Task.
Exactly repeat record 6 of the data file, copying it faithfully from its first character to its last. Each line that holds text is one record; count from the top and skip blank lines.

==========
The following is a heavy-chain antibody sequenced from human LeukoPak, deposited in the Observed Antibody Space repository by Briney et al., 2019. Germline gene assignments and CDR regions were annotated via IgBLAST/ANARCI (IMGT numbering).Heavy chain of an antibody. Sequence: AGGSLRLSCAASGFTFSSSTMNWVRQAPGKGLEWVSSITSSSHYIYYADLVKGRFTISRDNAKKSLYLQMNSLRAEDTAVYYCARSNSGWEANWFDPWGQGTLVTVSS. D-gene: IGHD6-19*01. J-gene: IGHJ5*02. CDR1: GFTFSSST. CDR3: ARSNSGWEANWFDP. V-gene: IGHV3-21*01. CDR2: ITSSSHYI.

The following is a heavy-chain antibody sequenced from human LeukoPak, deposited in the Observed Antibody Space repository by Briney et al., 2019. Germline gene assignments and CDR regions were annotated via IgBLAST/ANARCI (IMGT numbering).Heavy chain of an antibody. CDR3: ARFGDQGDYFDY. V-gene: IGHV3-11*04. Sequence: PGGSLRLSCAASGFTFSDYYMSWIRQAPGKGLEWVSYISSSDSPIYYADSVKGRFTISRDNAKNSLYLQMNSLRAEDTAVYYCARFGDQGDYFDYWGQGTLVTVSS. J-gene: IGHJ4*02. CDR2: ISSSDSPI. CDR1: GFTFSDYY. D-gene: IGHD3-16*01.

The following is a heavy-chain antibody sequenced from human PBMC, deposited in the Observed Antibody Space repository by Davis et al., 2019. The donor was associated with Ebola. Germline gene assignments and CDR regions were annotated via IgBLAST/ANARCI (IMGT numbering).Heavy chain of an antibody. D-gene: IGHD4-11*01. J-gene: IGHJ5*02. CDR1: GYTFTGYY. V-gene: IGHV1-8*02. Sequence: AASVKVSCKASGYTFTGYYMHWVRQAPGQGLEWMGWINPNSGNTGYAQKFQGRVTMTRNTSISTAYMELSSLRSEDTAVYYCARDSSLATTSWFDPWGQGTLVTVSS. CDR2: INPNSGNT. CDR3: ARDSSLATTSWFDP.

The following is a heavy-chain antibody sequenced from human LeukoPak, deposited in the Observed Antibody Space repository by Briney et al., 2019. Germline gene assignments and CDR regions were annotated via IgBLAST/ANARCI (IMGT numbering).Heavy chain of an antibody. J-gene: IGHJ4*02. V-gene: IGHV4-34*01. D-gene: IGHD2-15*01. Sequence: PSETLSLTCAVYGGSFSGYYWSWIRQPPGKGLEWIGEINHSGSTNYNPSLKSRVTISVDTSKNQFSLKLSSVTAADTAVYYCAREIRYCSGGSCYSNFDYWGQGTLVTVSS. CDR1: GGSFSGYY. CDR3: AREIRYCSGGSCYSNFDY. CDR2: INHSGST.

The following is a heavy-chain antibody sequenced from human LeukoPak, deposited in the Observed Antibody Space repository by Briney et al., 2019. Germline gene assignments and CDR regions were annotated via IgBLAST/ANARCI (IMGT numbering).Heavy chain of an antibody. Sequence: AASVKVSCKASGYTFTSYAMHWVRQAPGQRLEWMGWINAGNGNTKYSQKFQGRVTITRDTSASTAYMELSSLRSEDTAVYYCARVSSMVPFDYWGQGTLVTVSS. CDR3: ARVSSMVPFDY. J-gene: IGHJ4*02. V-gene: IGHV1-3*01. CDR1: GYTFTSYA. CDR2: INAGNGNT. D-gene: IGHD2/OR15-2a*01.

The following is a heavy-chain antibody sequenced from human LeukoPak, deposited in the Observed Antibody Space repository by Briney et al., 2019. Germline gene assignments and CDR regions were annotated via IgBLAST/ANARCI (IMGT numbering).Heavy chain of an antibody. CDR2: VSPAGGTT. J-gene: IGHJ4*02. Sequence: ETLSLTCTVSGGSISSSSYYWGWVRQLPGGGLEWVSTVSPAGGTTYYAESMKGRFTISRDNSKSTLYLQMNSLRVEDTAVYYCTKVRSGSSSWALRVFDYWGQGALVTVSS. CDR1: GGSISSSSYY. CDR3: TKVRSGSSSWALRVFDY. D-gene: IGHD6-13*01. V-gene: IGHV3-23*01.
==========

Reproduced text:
The following is a heavy-chain antibody sequenced from human LeukoPak, deposited in the Observed Antibody Space repository by Briney et al., 2019. Germline gene assignments and CDR regions were annotated via IgBLAST/ANARCI (IMGT numbering).Heavy chain of an antibody. CDR2: VSPAGGTT. J-gene: IGHJ4*02. Sequence: ETLSLTCTVSGGSISSSSYYWGWVRQLPGGGLEWVSTVSPAGGTTYYAESMKGRFTISRDNSKSTLYLQMNSLRVEDTAVYYCTKVRSGSSSWALRVFDYWGQGALVTVSS. CDR1: GGSISSSSYY. CDR3: TKVRSGSSSWALRVFDY. D-gene: IGHD6-13*01. V-gene: IGHV3-23*01.